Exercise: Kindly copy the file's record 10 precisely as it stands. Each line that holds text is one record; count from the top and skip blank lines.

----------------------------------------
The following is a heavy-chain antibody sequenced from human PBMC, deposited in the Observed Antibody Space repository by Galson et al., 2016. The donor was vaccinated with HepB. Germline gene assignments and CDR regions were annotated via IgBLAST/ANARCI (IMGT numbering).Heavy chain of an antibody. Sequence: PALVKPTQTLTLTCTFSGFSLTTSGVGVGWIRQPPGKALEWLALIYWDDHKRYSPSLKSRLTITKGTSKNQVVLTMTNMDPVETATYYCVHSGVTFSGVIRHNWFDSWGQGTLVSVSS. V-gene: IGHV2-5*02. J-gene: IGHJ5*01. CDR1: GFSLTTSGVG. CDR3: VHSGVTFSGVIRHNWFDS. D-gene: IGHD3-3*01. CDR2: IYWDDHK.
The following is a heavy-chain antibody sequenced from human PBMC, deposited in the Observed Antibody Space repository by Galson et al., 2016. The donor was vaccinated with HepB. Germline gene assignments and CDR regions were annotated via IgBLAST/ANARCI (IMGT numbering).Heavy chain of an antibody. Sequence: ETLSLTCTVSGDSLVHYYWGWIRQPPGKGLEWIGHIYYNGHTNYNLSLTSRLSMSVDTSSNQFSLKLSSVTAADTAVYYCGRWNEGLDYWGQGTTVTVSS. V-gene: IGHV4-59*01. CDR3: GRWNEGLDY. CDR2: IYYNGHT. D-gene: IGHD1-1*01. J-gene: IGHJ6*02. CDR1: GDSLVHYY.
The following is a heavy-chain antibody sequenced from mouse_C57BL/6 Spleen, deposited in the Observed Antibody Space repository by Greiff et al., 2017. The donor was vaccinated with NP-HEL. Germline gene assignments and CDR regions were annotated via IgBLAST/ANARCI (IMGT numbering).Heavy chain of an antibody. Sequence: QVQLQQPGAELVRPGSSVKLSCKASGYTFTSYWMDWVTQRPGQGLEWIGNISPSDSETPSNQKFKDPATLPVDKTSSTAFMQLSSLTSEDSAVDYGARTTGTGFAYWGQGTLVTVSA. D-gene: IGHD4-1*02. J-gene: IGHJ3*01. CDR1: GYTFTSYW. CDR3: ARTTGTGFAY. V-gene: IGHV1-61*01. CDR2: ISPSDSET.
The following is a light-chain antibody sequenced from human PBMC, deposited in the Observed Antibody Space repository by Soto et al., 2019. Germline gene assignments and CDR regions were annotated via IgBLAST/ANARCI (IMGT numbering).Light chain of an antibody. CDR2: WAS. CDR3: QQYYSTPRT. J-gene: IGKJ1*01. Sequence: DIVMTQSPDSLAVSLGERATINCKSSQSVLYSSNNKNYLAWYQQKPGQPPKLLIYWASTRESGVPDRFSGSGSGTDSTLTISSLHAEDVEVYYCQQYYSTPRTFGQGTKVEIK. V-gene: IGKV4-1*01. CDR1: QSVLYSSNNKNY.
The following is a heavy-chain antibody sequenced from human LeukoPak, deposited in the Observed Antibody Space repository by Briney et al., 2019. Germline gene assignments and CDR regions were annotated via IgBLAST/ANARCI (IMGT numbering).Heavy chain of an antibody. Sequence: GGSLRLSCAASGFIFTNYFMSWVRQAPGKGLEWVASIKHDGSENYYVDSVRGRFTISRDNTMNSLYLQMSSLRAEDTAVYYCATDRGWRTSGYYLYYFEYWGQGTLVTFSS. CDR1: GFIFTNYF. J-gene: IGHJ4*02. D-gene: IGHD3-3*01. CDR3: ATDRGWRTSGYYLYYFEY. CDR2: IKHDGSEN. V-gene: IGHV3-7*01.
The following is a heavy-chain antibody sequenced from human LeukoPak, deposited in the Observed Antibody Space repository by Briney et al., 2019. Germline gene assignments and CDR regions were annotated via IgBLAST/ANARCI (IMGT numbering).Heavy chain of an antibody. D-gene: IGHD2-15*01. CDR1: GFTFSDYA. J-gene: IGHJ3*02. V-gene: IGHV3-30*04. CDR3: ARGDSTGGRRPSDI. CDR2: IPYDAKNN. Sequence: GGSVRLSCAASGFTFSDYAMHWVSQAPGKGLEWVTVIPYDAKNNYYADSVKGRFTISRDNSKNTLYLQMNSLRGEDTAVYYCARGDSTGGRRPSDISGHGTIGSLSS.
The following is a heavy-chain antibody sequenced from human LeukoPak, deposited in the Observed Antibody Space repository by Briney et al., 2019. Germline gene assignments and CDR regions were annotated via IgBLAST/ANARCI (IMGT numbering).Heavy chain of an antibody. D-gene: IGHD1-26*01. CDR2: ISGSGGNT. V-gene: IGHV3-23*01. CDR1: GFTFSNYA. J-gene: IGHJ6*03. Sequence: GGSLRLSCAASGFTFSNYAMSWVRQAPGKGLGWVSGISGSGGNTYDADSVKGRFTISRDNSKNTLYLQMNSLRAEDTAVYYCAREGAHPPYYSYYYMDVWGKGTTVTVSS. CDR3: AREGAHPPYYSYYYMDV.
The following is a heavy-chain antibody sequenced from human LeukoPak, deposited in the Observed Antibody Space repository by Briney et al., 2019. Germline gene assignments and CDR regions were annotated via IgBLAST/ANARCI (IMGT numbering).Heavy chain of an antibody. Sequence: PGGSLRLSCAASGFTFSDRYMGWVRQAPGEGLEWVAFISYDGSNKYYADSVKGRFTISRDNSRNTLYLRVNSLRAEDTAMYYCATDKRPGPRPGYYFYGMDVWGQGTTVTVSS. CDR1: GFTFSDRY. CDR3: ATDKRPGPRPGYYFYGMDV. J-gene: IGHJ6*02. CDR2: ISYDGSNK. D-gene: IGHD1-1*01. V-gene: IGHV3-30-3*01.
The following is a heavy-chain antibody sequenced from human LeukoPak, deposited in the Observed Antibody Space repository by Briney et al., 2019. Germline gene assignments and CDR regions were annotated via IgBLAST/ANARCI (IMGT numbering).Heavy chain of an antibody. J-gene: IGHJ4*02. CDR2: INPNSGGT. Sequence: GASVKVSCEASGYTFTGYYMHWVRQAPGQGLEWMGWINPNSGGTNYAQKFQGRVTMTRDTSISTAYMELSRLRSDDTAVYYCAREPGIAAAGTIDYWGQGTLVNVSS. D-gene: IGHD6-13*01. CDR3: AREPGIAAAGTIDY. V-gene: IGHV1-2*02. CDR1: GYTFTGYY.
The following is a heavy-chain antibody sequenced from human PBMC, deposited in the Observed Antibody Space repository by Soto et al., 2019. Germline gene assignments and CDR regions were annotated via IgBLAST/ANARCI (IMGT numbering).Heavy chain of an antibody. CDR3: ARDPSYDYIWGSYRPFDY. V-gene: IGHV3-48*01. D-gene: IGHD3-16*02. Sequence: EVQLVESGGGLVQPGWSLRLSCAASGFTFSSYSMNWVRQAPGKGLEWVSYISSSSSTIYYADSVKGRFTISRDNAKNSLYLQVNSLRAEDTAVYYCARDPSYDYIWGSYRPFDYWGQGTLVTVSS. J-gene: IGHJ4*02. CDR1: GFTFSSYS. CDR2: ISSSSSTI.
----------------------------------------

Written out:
The following is a heavy-chain antibody sequenced from human PBMC, deposited in the Observed Antibody Space repository by Soto et al., 2019. Germline gene assignments and CDR regions were annotated via IgBLAST/ANARCI (IMGT numbering).Heavy chain of an antibody. CDR3: ARDPSYDYIWGSYRPFDY. V-gene: IGHV3-48*01. D-gene: IGHD3-16*02. Sequence: EVQLVESGGGLVQPGWSLRLSCAASGFTFSSYSMNWVRQAPGKGLEWVSYISSSSSTIYYADSVKGRFTISRDNAKNSLYLQVNSLRAEDTAVYYCARDPSYDYIWGSYRPFDYWGQGTLVTVSS. J-gene: IGHJ4*02. CDR1: GFTFSSYS. CDR2: ISSSSSTI.